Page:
Listening to personal stories in health-related institutions is widely recognized as a challenging and potentially discomforting activity that often requires courage and resilience on the part of the listener. Through a series of international case studies of the ways stories are being listened to in health and social policy settings, and engagement with current listening literature, we identified four key “meta-oratory” roles at work in promoting and supporting listening in institutional health contexts: curator, host, caretaker, and broker. We refer to these roles as meta-oratory due to the often profound effects they can have on how stories are listened to, received, and applied (or not) in health settings. In this article we offer a complex view of listening in institutions and query the ways that existing meta-oratory role holders can support active, applied, and potentially transformative listening for health.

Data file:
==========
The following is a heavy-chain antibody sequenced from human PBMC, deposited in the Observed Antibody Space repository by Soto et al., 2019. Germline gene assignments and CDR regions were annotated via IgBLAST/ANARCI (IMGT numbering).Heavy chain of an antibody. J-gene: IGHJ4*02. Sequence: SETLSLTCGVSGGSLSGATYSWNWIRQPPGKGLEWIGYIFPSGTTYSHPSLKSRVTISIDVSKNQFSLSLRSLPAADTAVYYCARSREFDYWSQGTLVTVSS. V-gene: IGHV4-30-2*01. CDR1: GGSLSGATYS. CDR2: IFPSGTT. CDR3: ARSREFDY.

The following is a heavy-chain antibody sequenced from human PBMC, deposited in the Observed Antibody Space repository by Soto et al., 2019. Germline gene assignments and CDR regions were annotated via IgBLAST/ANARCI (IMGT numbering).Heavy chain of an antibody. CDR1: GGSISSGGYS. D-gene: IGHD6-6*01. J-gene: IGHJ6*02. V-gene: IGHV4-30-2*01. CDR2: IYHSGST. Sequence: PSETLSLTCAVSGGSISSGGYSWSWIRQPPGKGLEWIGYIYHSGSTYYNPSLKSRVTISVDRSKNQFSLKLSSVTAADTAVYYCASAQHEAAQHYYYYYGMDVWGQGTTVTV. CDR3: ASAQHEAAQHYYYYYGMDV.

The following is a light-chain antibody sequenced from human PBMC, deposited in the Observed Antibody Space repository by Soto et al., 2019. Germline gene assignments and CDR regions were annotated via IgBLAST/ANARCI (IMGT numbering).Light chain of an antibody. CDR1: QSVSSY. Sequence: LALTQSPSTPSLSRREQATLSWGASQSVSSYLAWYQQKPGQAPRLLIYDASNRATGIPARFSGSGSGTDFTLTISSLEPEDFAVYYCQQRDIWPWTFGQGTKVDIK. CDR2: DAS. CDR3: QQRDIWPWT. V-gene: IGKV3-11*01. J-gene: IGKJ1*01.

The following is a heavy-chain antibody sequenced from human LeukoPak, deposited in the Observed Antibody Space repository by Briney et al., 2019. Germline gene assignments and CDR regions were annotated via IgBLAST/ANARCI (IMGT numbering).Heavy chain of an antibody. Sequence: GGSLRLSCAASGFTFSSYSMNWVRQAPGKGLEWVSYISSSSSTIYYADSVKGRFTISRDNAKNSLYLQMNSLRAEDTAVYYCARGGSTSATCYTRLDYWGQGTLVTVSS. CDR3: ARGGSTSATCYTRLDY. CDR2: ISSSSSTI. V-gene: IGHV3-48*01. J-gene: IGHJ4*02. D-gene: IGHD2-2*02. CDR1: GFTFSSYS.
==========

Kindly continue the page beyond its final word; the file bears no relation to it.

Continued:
Sunderland, Naomi and Matthews, Nicole
"Digital Storytelling and the Role of Meta-Orators in Institutional Listening,"
Storytelling, Self, Society: Vol. 15:
1, Article 3.
Available at: https://digitalcommons.wayne.edu/storytelling/vol15/iss1/3